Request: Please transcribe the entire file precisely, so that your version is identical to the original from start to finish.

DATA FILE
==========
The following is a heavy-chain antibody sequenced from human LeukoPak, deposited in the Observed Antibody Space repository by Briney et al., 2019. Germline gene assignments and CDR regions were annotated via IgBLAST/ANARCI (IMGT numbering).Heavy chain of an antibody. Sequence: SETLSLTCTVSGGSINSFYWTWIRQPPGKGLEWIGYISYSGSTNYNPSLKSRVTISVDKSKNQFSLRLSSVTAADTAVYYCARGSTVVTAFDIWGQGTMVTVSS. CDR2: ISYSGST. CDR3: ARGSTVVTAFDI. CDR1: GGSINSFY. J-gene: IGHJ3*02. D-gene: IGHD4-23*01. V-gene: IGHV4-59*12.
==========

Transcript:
The following is a heavy-chain antibody sequenced from human LeukoPak, deposited in the Observed Antibody Space repository by Briney et al., 2019. Germline gene assignments and CDR regions were annotated via IgBLAST/ANARCI (IMGT numbering).Heavy chain of an antibody. Sequence: SETLSLTCTVSGGSINSFYWTWIRQPPGKGLEWIGYISYSGSTNYNPSLKSRVTISVDKSKNQFSLRLSSVTAADTAVYYCARGSTVVTAFDIWGQGTMVTVSS. CDR2: ISYSGST. CDR3: ARGSTVVTAFDI. CDR1: GGSINSFY. J-gene: IGHJ3*02. D-gene: IGHD4-23*01. V-gene: IGHV4-59*12.